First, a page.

2007 Honda Civic Hybrid Review

We recently picked up our new Honda Civic Hybrid, to replace our out-of-lease Audi A3. The short answer is, it seems to be a great car.

When you first get in it feels quite spacious, although the front dash is kind of large and imposing. At first I thought this was to accommodate batteries, but they are actually behind the rear seat (meaning in the hybrid you can not lay the seats down). It has plenty of hidey-holes to store stuff, most of which have a pull-over cover.

The drivers position is quite fine, although visibility probably isn't as good as in the older Audi. The steering wheel seems a little small, but the built-in controls are good. One thing I miss from the Audi is a space on the right of the accelerator to rest your foot, which is especially good for long periods on cruise control. The digital speedo is above the other controls and quite large, and is very visible to all your passengers (maybe this is an added safety feature!).

There is annoyingly little actual information about the "Integrated Motor Assist" system, other than it assists the motor and charges when you brake. There is a little indicator that tells you how much assistance it is giving, and conversely how much it is charing when you coast or brake. When you brake to a halt it goes into "auto stop" mode, where everything is off. The electric motor seems to take you from standing for about 2 seconds, presumably whilst the petrol engine starts up. It is quite smart about keeping the engine ticking on hills, but it does roll backwards just slightly.

When coasting, it seems that the engine goes idle, or at least the current fuel consumption gauge goes to zero. When the engine flicks back to charge mode there is a little whirring noise from somewhere under the dash, and when starting on electric the car does have a sort of subtle shudder; other than you wouldn't really notice.

The CV transmission is fantastic, and makes for a very smooth ride, especially on cruise control which doesn't have to hunt for gears. It is quite strange putting your foot down and just having the car accelerate with no noticeable gear changes. It has plenty of power for getting around town, and goes OK in the above 100km/h range. Even carrying 5 people it didn't seem to struggle. It gets around car parks just fine, and the steering is very, very smooth (new tyres probably help, however).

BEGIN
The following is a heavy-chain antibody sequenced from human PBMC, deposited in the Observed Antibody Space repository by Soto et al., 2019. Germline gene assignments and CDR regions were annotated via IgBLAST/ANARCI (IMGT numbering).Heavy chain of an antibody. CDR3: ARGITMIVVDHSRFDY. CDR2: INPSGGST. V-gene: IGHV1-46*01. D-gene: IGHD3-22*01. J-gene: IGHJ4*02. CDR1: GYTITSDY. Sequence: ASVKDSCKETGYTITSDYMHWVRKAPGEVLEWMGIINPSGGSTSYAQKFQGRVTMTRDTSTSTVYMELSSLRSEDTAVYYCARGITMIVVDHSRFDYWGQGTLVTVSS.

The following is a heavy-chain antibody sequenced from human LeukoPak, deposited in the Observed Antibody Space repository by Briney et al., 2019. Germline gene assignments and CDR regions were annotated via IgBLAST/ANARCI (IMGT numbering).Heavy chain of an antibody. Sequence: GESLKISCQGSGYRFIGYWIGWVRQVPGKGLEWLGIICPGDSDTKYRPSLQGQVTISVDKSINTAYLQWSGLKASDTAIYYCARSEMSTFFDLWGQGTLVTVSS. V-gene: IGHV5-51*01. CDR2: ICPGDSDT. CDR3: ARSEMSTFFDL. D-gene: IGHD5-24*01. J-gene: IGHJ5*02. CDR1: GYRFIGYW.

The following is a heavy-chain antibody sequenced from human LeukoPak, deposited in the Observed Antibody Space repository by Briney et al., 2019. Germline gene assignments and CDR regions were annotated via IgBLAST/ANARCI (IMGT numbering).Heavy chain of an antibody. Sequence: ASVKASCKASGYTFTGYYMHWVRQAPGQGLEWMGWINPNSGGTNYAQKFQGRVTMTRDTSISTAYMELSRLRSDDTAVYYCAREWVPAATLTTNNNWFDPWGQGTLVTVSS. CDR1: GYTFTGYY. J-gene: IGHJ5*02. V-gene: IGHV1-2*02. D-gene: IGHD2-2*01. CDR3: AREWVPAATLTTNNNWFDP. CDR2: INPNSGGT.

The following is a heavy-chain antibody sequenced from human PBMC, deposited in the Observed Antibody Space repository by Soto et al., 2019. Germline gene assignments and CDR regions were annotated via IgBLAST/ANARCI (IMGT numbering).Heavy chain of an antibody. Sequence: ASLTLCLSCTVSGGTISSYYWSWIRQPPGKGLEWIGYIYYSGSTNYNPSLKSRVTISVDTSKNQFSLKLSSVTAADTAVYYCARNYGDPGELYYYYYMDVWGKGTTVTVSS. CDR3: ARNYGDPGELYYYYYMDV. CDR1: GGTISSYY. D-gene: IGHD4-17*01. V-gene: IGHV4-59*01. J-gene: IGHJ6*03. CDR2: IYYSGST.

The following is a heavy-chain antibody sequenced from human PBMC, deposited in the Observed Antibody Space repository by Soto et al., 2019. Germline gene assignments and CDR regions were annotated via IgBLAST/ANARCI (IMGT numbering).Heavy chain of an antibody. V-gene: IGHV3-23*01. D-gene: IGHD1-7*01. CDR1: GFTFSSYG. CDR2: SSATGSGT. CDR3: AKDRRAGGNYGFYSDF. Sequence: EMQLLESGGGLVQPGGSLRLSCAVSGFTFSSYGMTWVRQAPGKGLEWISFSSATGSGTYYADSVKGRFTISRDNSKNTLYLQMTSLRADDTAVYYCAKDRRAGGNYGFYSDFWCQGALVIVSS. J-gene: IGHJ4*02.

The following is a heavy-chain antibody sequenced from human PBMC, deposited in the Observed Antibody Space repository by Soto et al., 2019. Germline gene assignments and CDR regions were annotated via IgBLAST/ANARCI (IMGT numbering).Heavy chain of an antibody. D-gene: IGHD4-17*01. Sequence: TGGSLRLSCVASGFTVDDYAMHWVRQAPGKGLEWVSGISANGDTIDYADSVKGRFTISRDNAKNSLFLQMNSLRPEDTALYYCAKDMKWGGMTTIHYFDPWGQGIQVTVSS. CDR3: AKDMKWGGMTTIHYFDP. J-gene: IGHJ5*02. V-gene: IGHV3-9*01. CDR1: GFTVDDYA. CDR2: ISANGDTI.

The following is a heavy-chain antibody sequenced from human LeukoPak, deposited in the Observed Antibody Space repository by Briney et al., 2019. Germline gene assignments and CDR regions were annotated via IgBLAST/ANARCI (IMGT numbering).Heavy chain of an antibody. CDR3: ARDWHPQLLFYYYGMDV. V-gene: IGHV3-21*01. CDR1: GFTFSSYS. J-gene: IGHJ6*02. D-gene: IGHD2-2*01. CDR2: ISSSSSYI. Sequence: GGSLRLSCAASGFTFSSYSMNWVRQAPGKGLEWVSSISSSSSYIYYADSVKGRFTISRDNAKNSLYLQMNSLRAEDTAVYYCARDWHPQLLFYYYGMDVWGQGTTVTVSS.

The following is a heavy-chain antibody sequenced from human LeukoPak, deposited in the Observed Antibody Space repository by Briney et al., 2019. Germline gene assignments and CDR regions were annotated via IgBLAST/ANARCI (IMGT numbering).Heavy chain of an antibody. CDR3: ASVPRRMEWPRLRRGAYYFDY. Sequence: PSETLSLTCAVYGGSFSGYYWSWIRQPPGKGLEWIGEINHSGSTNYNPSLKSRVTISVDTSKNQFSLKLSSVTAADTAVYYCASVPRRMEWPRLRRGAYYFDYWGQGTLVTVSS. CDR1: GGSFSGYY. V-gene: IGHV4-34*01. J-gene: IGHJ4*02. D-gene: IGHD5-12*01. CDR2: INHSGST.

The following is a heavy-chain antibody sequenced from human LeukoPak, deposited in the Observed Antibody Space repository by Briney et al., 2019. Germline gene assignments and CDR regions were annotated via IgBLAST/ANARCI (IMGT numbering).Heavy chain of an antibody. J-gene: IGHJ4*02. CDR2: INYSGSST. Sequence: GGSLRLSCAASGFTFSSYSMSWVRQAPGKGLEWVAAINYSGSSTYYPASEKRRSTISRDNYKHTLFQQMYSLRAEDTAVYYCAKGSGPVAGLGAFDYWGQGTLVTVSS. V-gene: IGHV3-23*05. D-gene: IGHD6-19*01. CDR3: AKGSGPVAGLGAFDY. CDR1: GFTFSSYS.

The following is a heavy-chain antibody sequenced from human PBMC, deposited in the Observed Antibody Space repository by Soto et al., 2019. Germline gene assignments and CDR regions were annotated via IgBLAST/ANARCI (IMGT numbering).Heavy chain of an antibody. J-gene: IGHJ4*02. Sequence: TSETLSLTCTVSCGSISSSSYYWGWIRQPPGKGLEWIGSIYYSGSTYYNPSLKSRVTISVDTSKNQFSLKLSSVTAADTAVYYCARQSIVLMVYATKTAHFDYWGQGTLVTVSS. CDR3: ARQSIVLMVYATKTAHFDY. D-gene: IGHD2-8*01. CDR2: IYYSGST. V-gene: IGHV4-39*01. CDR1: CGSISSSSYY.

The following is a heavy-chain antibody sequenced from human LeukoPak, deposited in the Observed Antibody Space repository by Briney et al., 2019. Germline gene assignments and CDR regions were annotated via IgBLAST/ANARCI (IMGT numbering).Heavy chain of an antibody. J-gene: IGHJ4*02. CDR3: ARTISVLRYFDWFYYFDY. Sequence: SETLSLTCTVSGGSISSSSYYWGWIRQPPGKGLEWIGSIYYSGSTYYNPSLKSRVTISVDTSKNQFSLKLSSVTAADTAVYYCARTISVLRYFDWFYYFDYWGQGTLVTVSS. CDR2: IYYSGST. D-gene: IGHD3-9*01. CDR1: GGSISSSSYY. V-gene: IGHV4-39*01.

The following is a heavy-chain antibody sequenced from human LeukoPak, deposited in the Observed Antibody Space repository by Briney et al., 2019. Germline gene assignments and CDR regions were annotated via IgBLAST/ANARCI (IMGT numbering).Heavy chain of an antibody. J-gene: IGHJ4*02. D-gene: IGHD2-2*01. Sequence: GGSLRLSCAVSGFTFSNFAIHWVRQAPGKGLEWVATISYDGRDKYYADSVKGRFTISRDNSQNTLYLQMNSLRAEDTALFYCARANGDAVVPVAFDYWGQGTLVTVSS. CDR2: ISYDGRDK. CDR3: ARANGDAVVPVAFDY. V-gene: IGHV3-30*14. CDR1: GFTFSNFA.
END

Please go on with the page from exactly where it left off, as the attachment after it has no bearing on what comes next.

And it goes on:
For some reason you can't shut of the two innermost air-conditioning vents, but otherwise the climate control works great. At least in Australia the interior has a touch of the Henry Ford about it: you can have it in any colour as long at is it beige. The rims are standard too, but look quite nice and modern.

Minor annoyances are lack of a switch-blade style key (they take up less pocket room) and, more annoyingly, lack of a remote boot unlock feature. This is something that comes in very handy when you have hands full of shopping, or a trombone and related paraphernalia. I also like the Audi hydraulic arm that kept the bonnet open, not that I plan to be under there much. Not that you'd want to touch anything, the two large red cables from the 158V batteries look like they could pack quite a punch.

It has a few less flashy features than the Prius, but it by no means feels like like a cheaper car. And the satisfaction you get from sitting in traffic (a fact of life in Sydney) using zero petrol is pretty good!

Update : We've just returned from a road trip from Sydney to Melbourne and back, covering 2170km. This was essentially all highway driving on cruise control at around 100-110km/h, with full boot of luggage. The trip computer tells us we averaged 5.8L/100km, which is a fair way off the 4.6L/100km claimed in the Green Vehicle Guide. A new 1.4L petrol Fiat Punto travelling with us on the way down also was running at under 6L/100km. In normal inner-Sydney driving we average 6.8L/100km, and the lowest we have achieved is 5.4L/100km whilst driving around the M2-M7-M5 loop when the new Lane Cove tunnel opened, which was often at lower speeds (80-90km/h) than open highway driving.